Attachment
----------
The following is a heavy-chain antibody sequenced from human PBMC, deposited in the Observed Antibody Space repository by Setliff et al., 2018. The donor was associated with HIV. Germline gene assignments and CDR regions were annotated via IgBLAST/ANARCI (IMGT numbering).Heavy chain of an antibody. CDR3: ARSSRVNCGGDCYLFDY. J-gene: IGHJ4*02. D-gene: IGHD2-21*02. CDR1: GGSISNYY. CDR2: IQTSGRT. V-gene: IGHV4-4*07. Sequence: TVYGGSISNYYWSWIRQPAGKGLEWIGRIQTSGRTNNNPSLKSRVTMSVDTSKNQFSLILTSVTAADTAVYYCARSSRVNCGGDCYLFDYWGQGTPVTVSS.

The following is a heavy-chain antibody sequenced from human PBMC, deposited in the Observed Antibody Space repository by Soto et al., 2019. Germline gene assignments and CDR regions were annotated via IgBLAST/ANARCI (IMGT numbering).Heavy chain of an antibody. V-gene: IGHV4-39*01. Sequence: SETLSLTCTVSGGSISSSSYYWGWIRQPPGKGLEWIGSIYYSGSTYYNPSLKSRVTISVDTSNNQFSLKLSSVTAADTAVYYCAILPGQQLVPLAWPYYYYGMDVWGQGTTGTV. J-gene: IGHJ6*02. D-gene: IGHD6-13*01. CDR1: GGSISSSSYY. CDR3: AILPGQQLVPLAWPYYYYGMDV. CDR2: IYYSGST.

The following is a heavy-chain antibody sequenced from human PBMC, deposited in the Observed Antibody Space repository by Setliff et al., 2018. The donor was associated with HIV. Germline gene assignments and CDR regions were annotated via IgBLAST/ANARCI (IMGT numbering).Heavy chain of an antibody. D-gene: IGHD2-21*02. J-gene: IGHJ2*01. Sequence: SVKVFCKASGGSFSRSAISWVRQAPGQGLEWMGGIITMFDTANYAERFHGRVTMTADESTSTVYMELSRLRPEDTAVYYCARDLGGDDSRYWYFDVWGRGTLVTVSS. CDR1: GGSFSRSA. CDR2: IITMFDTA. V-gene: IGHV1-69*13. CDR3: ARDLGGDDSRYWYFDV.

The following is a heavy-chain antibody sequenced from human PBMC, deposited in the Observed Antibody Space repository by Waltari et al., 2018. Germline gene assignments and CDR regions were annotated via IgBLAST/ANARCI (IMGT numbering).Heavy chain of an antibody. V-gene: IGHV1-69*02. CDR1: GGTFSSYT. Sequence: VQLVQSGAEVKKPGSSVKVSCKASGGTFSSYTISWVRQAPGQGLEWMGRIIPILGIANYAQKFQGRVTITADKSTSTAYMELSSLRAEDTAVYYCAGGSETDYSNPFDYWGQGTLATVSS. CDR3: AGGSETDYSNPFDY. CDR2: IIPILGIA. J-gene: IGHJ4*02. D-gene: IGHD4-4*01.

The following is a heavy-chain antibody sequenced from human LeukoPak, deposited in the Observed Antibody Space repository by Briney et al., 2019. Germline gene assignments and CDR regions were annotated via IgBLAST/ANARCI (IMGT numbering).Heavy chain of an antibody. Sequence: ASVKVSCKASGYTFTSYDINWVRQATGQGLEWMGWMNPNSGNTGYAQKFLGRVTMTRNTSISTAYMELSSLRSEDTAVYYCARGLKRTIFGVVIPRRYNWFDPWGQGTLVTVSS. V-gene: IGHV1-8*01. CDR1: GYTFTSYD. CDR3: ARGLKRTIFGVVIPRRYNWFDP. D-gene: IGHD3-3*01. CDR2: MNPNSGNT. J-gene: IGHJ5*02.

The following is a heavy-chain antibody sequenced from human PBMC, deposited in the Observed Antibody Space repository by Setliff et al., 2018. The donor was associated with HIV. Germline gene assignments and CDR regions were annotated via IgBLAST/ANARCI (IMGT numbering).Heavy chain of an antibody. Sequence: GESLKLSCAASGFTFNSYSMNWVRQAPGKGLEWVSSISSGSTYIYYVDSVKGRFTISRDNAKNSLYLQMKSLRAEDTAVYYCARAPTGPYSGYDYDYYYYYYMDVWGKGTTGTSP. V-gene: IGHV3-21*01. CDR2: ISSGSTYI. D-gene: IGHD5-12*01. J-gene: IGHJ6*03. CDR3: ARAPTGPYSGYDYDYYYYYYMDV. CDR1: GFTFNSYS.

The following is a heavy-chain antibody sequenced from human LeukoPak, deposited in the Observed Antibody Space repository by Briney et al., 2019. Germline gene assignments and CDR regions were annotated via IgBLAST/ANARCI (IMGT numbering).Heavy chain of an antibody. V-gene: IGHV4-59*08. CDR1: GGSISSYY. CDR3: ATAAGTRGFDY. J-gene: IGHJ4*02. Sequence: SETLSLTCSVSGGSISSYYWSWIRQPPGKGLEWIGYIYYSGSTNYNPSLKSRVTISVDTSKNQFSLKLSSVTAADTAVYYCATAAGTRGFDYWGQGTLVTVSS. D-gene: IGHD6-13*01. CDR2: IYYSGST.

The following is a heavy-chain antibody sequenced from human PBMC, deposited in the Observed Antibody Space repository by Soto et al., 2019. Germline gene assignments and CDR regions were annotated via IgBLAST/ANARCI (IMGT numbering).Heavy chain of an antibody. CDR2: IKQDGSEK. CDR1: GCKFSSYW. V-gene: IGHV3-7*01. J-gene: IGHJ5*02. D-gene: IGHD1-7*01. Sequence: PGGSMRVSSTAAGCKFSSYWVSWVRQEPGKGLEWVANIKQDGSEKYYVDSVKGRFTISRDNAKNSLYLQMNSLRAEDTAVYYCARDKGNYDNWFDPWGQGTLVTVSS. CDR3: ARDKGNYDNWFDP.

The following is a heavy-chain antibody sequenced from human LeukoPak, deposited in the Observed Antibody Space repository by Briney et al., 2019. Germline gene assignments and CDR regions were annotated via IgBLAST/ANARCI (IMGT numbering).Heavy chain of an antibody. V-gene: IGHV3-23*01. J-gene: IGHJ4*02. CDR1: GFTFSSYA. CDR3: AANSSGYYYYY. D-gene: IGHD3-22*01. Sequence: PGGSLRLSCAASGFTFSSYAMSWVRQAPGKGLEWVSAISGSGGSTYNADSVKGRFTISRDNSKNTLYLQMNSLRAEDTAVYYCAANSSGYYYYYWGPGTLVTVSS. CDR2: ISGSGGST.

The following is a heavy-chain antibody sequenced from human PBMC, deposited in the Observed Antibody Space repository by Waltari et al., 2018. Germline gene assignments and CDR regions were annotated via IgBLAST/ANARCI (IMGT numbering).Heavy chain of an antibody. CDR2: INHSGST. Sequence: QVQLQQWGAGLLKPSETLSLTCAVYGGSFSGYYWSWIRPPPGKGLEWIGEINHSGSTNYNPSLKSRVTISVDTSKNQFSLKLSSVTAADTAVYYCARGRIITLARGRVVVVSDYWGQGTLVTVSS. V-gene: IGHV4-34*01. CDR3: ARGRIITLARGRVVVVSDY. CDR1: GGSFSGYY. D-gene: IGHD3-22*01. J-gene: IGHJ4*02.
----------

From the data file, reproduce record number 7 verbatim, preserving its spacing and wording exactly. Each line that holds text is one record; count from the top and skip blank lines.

The following is a heavy-chain antibody sequenced from human LeukoPak, deposited in the Observed Antibody Space repository by Briney et al., 2019. Germline gene assignments and CDR regions were annotated via IgBLAST/ANARCI (IMGT numbering).Heavy chain of an antibody. V-gene: IGHV4-59*08. CDR1: GGSISSYY. CDR3: ATAAGTRGFDY. J-gene: IGHJ4*02. Sequence: SETLSLTCSVSGGSISSYYWSWIRQPPGKGLEWIGYIYYSGSTNYNPSLKSRVTISVDTSKNQFSLKLSSVTAADTAVYYCATAAGTRGFDYWGQGTLVTVSS. D-gene: IGHD6-13*01. CDR2: IYYSGST.